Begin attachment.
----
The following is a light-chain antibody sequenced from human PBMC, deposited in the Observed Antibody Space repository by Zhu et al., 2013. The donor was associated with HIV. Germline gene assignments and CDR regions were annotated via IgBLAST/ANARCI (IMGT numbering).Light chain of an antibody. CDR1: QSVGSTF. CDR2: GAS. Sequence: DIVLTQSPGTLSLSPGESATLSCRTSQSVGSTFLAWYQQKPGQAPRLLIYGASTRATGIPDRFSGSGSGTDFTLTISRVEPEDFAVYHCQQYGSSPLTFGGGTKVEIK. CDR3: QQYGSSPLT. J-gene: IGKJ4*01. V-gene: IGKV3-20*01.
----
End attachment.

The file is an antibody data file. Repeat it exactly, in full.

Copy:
The following is a light-chain antibody sequenced from human PBMC, deposited in the Observed Antibody Space repository by Zhu et al., 2013. The donor was associated with HIV. Germline gene assignments and CDR regions were annotated via IgBLAST/ANARCI (IMGT numbering).Light chain of an antibody. CDR1: QSVGSTF. CDR2: GAS. Sequence: DIVLTQSPGTLSLSPGESATLSCRTSQSVGSTFLAWYQQKPGQAPRLLIYGASTRATGIPDRFSGSGSGTDFTLTISRVEPEDFAVYHCQQYGSSPLTFGGGTKVEIK. CDR3: QQYGSSPLT. J-gene: IGKJ4*01. V-gene: IGKV3-20*01.